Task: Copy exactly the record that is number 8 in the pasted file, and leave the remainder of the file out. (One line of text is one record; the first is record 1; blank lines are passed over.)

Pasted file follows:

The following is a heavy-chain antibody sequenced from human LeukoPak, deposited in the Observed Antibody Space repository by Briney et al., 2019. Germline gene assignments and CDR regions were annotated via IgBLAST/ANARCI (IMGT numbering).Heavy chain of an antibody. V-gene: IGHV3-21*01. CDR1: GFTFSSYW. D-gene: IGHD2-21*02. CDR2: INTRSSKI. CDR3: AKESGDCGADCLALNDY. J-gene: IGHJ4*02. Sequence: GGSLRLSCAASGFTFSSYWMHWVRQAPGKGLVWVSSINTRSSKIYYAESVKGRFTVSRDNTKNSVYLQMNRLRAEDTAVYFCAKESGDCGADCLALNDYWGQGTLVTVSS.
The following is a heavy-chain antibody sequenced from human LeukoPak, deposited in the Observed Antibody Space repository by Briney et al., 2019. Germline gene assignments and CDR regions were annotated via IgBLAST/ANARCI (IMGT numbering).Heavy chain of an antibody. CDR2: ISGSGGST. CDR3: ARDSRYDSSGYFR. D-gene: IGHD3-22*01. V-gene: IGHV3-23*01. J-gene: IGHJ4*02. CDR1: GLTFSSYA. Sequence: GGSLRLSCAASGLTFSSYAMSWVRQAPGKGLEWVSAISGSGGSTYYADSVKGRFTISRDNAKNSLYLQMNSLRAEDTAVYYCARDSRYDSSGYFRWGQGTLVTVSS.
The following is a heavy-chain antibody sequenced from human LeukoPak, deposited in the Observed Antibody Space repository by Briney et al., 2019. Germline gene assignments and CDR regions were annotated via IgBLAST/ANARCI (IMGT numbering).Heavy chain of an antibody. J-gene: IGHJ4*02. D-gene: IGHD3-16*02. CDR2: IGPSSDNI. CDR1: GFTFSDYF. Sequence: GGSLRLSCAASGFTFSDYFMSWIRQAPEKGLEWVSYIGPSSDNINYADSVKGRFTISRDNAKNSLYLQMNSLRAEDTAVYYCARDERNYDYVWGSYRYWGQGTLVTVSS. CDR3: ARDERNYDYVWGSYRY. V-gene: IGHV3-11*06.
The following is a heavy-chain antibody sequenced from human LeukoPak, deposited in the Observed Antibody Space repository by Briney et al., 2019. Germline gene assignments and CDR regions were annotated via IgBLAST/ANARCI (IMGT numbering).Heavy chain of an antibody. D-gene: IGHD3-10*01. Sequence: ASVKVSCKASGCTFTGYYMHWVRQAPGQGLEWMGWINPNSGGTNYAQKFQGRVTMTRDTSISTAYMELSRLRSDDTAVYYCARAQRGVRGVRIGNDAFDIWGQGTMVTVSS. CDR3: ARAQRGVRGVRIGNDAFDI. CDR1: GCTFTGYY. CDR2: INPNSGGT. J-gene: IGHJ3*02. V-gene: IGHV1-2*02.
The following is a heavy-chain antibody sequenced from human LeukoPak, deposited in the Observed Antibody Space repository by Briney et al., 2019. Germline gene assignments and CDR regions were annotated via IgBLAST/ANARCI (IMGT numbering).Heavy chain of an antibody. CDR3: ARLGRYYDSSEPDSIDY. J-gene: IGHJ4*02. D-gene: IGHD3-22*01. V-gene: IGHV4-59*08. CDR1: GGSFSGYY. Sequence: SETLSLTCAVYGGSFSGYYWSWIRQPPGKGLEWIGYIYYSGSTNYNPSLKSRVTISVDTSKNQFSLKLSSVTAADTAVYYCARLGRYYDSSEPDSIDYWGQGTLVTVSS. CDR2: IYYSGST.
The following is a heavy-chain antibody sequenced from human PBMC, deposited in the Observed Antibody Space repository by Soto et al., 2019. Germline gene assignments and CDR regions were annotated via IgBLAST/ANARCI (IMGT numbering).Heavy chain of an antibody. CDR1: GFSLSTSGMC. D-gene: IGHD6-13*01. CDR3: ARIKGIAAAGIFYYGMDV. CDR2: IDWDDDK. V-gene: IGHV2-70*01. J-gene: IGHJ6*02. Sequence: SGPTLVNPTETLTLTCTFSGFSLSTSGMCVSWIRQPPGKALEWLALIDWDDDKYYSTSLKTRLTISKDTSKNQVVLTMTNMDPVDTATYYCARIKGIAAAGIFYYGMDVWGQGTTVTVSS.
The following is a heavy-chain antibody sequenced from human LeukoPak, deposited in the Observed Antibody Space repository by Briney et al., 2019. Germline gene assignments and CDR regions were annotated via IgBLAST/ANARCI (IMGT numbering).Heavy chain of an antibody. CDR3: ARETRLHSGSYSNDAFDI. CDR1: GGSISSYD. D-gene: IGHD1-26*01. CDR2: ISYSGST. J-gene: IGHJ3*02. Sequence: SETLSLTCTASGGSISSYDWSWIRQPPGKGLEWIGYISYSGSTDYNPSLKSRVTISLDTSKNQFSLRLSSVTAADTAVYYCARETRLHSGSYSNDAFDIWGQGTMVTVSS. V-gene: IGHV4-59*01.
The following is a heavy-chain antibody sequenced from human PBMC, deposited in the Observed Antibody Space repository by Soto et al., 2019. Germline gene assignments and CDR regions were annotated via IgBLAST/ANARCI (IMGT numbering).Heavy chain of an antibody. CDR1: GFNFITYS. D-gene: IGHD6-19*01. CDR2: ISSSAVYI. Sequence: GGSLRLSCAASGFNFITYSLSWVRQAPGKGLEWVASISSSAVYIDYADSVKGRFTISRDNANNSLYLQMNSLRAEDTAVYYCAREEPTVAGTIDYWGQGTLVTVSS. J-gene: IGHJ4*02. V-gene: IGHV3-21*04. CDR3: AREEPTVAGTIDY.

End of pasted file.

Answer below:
The following is a heavy-chain antibody sequenced from human PBMC, deposited in the Observed Antibody Space repository by Soto et al., 2019. Germline gene assignments and CDR regions were annotated via IgBLAST/ANARCI (IMGT numbering).Heavy chain of an antibody. CDR1: GFNFITYS. D-gene: IGHD6-19*01. CDR2: ISSSAVYI. Sequence: GGSLRLSCAASGFNFITYSLSWVRQAPGKGLEWVASISSSAVYIDYADSVKGRFTISRDNANNSLYLQMNSLRAEDTAVYYCAREEPTVAGTIDYWGQGTLVTVSS. J-gene: IGHJ4*02. V-gene: IGHV3-21*04. CDR3: AREEPTVAGTIDY.